ConNotations: works by Shostakovich, Berg and Saint-Saëns

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COMPOSERS: Berg,Saint-Saens,Shostakovich
LABELS: Orchid Classics
ALBUM TITLE: ConNotations
WORKS: Shostakovich: Concerto in C minor for piano, trumpet and string orchestra; Berg: Chamber Concerto; Saint-Säens: Carnival of the Animals
PERFORMER: Philipp Hutter (trumpet), Bartosz Woroch (violin), Mei Yi Foo, Ashley Wass (piano); Britten Sinfonia


‘They hide, I seek.’ That’s the idea behind Mei Yi Foo’s enjoyable new CD, which explores three composers who wove codes into their music. It’s not an original theme, but it’s imaginatively and playfully interpreted: when else would Shostakovich, Berg and Saint-Saëns appear together? The trio of concertos – each of which features piano plus another solo instrument – forms a surprisingly satisfying programme, with lighter, exuberant Shostakovich and Saint-Saëns framing Berg’s darker introversions.

Mind you, Mei Yi Foo has form when it comes to blending profundity and wit. Her debut CD, Musical Toys, winningly combined a childlike curiosity with a serious world premiere (Unsuk Chin’s Six Etudes) – the accolade of Newcomer of the Year at the 2013 BBC Music Magazine Awards was the result. The same lively intelligence is on display here, matched by the alert, colourful chamber-scale Britten Sinfonia.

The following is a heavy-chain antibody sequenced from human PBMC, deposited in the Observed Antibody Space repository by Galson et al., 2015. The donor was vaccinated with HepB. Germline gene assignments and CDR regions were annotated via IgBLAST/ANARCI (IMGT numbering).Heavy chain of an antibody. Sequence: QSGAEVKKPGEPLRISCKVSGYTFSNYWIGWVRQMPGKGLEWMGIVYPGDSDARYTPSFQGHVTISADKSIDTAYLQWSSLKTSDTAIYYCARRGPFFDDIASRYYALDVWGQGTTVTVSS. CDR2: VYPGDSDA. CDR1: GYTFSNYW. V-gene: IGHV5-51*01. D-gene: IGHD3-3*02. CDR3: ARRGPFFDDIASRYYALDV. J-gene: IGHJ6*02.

Shostakovich has fun parodying other musical works in his lean First Piano Concerto. Mei Yi Foo’s sparkling touch and deft articulation is matched by wonderfully direct trumpet playing by Philipp Hutter, and although the strings could sometimes be atmospheric, that might be down to the recording itself. The music sinks into darkness, and the late (really late) Romantic world of Berg, who dedicated his Chamber Concerto to Schoenberg, and tucks away both their names – and Webern’s – into the score. Mei Yi Foo is joined by violinist Bartosz Woroch and 13 wind instruments (replacing the string-only sonority for Shostakovich); they get to the heart of Berg’s dense idiom. And then it’s time to laugh in Saint-Saëns’s Carnival of the Animals, which bustles and bristles with animal life – and is also a menagerie of in-musical jokes about French musicians and critics of the time.


Rebecca Franks